Defending the Delaware River: One Year After the DRBCA
By Madeline Urbish
This past Saturday we celebrated the one-year anniversary of the Delaware River Basin Conservation Act’s (DRBCA) enactment. On December 16, 2016, President Barack Obama signed the DRBCA into law establishing, for the first time, a federal program dedicated to protecting and restoring the Delaware River Basin.
After over six years of tireless work from our advocates in the environmental community and champions in Congress, the Delaware River Basin was given the recognition it was denied for so long.
The river basin covers the four-state, 13,500 square-mile region that drains into the Delaware River. Across Delaware, New Jersey, New York, and Pennsylvania, the Delaware River Basin supplies clean, reliable drinking water to over 15 million people, supports $25 billion in annual economic activity, and provides over $21 billion in ecological services each year.
At a time when Congress seems to be doing less and less – fewer than 3% of bills were passed and signed into the law since 2010 – moving the DRBCA across the finish line was an unprecedented accomplishment.
The DRBCA created the non-regulatory Delaware River Basin Restoration Program (DRBRP) and directs the U.S. Fish and Wildlife Service to bring partners from the nonprofit community, state and local governments, universities, and other sectors to comprehensively address some of the region’s greatest challenges. The program identifies and prioritizes projects to restore natural resources, monitor water quality, and ensure public access along the river, among others. Importantly, the DRBRP also includes a grant component to provide money to local communities for on-the-ground projects such as tree planting, water quality monitoring, and wetlands restoration. This work can help improve our streams, protect our community from flooding, and restore previously decimated fish populations.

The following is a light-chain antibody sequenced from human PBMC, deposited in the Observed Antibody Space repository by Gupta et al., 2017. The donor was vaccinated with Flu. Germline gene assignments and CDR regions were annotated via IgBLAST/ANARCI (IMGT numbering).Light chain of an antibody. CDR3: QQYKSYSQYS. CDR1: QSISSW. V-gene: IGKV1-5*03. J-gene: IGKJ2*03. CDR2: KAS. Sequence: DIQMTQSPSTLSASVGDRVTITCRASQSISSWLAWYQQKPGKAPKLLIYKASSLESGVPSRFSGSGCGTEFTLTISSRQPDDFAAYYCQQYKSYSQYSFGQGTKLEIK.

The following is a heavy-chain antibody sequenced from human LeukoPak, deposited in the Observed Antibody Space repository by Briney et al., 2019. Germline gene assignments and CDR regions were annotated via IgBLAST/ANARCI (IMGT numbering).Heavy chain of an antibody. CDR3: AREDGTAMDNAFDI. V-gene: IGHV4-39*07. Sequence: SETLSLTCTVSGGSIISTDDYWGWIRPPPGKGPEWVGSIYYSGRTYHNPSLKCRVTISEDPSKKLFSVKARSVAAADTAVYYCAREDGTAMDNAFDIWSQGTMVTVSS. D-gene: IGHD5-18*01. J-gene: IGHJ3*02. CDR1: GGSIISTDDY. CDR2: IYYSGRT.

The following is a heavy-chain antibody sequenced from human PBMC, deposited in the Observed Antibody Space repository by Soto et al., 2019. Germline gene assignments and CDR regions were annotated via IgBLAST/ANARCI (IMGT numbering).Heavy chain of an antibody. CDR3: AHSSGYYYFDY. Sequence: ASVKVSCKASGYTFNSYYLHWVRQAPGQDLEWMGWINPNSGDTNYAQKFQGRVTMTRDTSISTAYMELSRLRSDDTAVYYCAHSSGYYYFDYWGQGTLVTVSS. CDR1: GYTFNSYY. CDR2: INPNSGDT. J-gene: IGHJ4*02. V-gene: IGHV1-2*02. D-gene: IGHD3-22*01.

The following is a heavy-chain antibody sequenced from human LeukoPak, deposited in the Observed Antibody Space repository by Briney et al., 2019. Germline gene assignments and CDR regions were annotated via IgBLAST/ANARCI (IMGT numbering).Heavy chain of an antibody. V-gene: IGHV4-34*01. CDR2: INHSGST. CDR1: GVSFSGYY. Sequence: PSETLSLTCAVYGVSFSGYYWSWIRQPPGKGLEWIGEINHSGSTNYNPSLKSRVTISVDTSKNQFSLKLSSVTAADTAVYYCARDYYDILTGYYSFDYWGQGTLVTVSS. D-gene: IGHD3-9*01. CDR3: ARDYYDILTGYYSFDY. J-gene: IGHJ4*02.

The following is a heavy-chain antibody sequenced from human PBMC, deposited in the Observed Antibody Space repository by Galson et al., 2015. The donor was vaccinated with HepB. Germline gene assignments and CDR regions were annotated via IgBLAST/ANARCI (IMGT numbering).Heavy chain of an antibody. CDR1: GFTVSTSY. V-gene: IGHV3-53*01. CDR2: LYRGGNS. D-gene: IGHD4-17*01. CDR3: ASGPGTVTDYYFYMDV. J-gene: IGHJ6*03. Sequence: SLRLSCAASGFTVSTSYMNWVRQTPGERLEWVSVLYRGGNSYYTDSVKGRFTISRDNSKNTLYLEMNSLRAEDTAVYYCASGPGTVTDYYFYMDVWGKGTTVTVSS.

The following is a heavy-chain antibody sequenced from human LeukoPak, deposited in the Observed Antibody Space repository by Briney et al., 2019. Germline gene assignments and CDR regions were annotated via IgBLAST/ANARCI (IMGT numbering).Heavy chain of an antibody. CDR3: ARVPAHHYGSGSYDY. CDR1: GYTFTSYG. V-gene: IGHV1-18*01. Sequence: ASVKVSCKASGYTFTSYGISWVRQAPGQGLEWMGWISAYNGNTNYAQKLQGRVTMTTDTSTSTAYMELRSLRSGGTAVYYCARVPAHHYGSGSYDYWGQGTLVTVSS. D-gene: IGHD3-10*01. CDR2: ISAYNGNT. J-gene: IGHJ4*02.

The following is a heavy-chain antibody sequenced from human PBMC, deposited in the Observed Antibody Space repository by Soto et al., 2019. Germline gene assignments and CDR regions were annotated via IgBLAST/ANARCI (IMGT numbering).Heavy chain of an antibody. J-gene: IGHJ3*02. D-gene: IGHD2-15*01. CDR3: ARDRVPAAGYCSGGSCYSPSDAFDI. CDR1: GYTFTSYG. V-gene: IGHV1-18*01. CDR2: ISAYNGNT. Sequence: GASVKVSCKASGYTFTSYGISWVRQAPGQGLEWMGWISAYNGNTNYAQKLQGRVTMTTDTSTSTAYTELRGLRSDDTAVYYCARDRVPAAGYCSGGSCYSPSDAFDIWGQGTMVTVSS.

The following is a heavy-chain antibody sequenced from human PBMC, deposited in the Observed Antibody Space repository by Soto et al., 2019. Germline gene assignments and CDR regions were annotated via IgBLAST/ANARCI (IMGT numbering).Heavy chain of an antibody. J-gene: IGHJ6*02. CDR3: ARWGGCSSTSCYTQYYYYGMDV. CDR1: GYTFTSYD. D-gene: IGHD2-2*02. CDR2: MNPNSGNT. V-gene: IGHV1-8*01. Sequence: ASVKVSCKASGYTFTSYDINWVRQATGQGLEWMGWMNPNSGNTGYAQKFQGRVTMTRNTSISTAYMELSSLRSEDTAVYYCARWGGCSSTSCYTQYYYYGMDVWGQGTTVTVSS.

In a normal time, funding this program would be a no-brainer. It is clear that we are not operating under normal circumstances. In September, the House of Representatives approved $5 million for the DRBRP. Since then, Congress has passed two continuing resolutions to keep the government open, but they have not included this funding. Now, a bipartisan group of Senators and Representatives have sent a letter to leadership calling on them to include DRBRP funding in whatever final spending package is approved before the next budget deadline (currently December 22nd).
We must continue advocating for our region and our river. Now is the time for the public to contribute their voice to protecting the Delaware by contacting members of Congress and urging them to support the Delaware River Basin Restoration Program this December. The Delaware River provides so much for so many, and it’s our responsibility to safeguard its future.
Update: Congress is planning to pass a temporary budget to keep the government running until January 19, 2018. That means that the DRBRP will likely not be voted on until January 19th, as well. This extension means we have more time to reach out to members of Congress in order to stress the importance of the Delaware River on our health, economy, and environment.